1. April 2009

Biti warns of social breakdown if West fails to pay

Zimbabwe's Finance Minister Tendai Biti has called on the West to begin funding the new government to avoid a social breakdown. His ministry has produced a short term recovery programme, costing it at US$5bn, but he is already saying that he needs at least $8bn to fulfill the reconstruction wish-list.

Biti was addressing a joint press conference in Harare with the visiting Norwegian International Development Minister Erik Solheim. The Zimbabwean minister told reporters the unity government was set to fail without donor support, and explained the consequences would include possible violent civil unrest.

“The consequences of it (unity government) not working are drastic, it will lead to a failure of the state, a collapse of the state and all the civil unrest that follows the failure of a state,” Biti said.

But there has been no sign that Western donors will break ranks beyond giving humanitarian aid, though Denmark and Norway have indicated they may move further along this line. The International Monetary Fund said after ending its first mission to Zimbabwe since 2006 that it will not yet give the go-ahead.

Western countries remain nervous about the future of the government and the degree to which it can hold together. They want first to see the implementation of genuine and comprehensive political and economic reforms. The US wants a new and democratic constitution in Zimbabwe within the next 18 months, followed by fresh elections, before it lifts targeted sanctions or provides significant financial support.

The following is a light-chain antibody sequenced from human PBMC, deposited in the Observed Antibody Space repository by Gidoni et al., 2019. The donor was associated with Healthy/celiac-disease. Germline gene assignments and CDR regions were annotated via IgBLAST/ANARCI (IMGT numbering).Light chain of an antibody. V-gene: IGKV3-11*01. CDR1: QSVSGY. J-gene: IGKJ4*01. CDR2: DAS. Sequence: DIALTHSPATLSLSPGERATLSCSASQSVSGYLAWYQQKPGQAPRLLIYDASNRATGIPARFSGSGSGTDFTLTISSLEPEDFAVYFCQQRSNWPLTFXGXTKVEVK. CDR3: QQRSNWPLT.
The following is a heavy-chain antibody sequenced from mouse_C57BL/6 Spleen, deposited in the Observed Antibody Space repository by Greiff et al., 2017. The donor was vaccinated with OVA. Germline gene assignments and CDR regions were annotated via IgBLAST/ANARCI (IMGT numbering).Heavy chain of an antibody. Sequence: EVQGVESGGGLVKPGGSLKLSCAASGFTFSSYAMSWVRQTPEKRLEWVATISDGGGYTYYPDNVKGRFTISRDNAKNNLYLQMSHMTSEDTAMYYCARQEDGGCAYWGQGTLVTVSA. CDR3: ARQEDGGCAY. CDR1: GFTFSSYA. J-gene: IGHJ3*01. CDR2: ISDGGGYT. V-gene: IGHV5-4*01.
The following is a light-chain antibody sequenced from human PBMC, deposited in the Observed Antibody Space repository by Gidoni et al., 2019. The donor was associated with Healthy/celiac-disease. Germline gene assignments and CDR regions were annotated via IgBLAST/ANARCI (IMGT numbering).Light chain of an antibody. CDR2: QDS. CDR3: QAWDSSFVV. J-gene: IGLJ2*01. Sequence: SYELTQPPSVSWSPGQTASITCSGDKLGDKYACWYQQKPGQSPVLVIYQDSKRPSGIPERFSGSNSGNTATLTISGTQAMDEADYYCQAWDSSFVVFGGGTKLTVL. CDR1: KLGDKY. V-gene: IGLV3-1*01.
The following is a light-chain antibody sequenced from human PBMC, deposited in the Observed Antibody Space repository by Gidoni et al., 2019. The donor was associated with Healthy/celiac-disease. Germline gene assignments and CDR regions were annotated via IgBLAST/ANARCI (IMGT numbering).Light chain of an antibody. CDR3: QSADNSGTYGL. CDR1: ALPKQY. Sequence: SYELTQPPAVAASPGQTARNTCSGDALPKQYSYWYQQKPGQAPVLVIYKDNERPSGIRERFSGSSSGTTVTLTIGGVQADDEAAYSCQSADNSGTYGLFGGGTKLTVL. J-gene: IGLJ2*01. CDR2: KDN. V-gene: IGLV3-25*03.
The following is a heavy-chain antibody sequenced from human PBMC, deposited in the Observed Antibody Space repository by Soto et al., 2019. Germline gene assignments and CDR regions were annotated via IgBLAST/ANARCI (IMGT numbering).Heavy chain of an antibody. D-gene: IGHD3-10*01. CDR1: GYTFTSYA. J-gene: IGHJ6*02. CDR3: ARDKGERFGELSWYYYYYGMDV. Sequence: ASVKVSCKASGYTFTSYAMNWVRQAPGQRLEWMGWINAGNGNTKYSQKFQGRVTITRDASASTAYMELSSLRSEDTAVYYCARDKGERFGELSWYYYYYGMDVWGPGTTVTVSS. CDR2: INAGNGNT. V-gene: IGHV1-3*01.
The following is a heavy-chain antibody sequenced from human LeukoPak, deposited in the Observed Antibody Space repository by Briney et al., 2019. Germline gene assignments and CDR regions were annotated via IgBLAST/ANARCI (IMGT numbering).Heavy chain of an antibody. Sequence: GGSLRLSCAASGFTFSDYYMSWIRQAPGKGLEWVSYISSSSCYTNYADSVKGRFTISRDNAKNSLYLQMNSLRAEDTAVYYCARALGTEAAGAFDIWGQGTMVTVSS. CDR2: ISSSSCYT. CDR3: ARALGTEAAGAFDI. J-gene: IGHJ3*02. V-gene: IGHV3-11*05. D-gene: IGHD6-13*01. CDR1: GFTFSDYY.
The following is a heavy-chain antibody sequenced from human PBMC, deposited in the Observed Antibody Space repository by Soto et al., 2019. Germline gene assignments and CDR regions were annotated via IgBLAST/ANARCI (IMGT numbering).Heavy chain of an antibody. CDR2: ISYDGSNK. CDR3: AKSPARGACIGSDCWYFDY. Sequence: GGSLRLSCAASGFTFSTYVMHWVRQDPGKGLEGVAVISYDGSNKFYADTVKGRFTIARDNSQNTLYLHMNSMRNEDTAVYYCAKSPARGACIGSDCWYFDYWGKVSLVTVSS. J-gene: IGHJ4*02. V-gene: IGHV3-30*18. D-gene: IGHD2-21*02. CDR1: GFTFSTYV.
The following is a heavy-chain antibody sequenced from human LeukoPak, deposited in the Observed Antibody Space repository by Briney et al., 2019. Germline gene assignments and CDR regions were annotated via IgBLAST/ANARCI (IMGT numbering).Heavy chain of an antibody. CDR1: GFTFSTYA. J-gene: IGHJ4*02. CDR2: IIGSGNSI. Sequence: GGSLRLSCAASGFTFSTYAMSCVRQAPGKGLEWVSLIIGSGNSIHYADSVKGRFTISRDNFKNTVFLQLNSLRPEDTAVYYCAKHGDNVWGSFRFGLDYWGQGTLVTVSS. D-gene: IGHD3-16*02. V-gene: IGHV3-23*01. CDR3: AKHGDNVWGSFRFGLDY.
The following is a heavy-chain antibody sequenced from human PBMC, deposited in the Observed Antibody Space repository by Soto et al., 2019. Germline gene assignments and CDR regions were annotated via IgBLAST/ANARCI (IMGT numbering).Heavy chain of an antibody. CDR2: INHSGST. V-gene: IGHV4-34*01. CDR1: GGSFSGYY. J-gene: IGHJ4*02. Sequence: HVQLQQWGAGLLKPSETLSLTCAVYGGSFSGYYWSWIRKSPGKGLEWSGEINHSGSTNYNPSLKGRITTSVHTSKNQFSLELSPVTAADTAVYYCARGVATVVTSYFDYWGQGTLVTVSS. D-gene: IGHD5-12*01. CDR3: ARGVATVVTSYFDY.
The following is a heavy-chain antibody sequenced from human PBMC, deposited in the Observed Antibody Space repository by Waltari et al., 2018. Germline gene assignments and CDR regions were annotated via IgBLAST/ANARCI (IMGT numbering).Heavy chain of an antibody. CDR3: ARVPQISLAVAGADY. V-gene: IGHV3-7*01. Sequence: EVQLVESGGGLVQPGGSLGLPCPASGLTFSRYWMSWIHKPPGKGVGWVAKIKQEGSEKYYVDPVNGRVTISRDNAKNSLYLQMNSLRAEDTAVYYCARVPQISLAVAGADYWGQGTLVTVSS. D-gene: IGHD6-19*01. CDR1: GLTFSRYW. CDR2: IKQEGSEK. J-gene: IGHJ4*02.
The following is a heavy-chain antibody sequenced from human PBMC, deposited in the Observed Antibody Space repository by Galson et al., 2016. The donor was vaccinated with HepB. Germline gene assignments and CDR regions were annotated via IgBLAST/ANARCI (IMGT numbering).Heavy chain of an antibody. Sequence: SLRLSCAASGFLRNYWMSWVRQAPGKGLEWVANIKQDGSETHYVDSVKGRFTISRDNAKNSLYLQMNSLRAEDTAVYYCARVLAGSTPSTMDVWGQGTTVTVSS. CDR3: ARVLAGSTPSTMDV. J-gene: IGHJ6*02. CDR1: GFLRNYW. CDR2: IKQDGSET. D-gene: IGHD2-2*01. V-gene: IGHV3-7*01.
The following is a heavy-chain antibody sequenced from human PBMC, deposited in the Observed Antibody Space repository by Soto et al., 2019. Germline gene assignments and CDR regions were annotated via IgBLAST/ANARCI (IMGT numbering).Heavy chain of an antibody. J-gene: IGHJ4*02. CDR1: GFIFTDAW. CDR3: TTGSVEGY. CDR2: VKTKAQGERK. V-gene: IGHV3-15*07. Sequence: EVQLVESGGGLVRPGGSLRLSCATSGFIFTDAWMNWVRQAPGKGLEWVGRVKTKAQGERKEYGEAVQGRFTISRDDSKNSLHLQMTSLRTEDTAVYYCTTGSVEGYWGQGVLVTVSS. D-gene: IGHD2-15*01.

There were immediate signs of an economic pick-up in Zimbabwe after the Zim Dollar vanished and was replaced by Rands, Dollars and Pula. But the long-term effects of economic breakdown remain, with an 82 percent increase in asylum seekers from Zimbabwe recorded last year, according to a report by the UN Refugee Agency.

South Africa is meanwhile likely to use the G20 summit meeting coming up in London on April 5 as a lobbying opportunity to break the unity of Western countries, with Finance Minister Trevor Manuel saying they needed to support their “friend” MDC leader Morgan Tsvangirai.

SA has also promised $2bn in loans and an addition R60m in agricultural support, to back up the R300m it sent at the end of last year for farming inputs. SA can expect these loans to be repaid - Zimbabwe is effectively being integrated into its own economy after the decision by the finance ministry to make the Rand Zimbabwe¹s effective currency. (SouthScan)

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